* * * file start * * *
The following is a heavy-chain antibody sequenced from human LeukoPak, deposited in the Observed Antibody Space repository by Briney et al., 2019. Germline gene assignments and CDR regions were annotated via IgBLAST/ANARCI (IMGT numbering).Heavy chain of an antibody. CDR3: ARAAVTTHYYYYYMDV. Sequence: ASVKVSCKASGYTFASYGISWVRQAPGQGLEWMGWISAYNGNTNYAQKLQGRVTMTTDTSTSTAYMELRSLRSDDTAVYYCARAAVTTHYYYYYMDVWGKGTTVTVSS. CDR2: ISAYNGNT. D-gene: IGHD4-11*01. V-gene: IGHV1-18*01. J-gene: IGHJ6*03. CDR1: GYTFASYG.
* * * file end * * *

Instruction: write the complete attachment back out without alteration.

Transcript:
The following is a heavy-chain antibody sequenced from human LeukoPak, deposited in the Observed Antibody Space repository by Briney et al., 2019. Germline gene assignments and CDR regions were annotated via IgBLAST/ANARCI (IMGT numbering).Heavy chain of an antibody. CDR3: ARAAVTTHYYYYYMDV. Sequence: ASVKVSCKASGYTFASYGISWVRQAPGQGLEWMGWISAYNGNTNYAQKLQGRVTMTTDTSTSTAYMELRSLRSDDTAVYYCARAAVTTHYYYYYMDVWGKGTTVTVSS. CDR2: ISAYNGNT. D-gene: IGHD4-11*01. V-gene: IGHV1-18*01. J-gene: IGHJ6*03. CDR1: GYTFASYG.